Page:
A ban on citizens of six Muslim-majority countries — Iran, Libya, Somalia, Sudan, Syria, and Yemen, — remains in place though has been limited after several U.S. court hearings challenged the restrictions.

“The aviation industry has been trying to come together with a united message to governments and stakeholders about regulation and supporting the industry,” said Will Horton, senior analyst at Australian aviation consultancy CAPA.

“That was dealt a first blow from the travel ban and then a second from the large electronics ban.”

Leading industry group the International Air Transport Association (IATA) criticized the laptop ban as ineffective, as security experts argued that militants could travel to the United States via Europe or elsewhere where the restrictions didn’t apply.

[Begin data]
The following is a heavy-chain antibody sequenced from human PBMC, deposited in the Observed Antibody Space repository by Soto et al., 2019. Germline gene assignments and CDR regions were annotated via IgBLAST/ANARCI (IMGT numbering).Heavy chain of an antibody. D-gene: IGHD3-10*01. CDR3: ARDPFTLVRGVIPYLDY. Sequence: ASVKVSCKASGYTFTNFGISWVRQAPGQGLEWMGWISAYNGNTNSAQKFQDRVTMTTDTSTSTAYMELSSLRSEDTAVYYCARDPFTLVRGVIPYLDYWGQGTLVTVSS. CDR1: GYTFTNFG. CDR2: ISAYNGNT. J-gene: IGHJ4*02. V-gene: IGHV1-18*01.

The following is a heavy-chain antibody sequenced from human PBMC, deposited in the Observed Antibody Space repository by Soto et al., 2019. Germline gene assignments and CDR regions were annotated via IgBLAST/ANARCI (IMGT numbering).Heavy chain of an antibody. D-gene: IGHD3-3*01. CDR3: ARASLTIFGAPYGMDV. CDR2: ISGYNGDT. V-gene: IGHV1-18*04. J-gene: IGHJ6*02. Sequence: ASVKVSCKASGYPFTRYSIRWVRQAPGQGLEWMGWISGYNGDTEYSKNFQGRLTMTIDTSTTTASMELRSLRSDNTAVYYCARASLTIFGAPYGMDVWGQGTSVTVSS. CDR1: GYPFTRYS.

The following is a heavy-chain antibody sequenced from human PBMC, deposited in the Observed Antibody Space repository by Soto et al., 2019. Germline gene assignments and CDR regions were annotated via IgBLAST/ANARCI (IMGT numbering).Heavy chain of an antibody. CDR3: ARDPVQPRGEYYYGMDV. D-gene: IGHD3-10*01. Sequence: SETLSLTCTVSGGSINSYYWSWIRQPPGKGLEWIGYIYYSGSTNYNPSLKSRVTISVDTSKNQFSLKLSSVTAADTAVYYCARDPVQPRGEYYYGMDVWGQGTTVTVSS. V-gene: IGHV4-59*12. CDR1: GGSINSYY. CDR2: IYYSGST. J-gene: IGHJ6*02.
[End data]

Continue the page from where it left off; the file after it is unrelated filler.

The restrictions were imposed as major U.S. carriers American Airlines Group <AAL.O>, Delta Air Lines <DAL.N> and United Airlines <UAL.N> resumed their campaign against the Gulf carriers Emirates, Etihad and Qatar Airways by pressuring the new U.S. administration to renegotiate its open skies agreements with the United Arab Emirates and Qatar.

However, U.S. and Middle East officials said the campaign and the travel restrictions were not related.

U.S. officials lifted the ban after visiting the 10 airports in Egypt, Morocco, Jordan, the United Arab Emirates, Saudi Arabia, Kuwait, Qatar and Turkey over the past three weeks to confirm new security measures announced last month were being implemented.

On Thursday, the U.S. issued a revised directive to airlines around the world in response to requests that it clarify aviation security measures scheduled to start taking effect this week.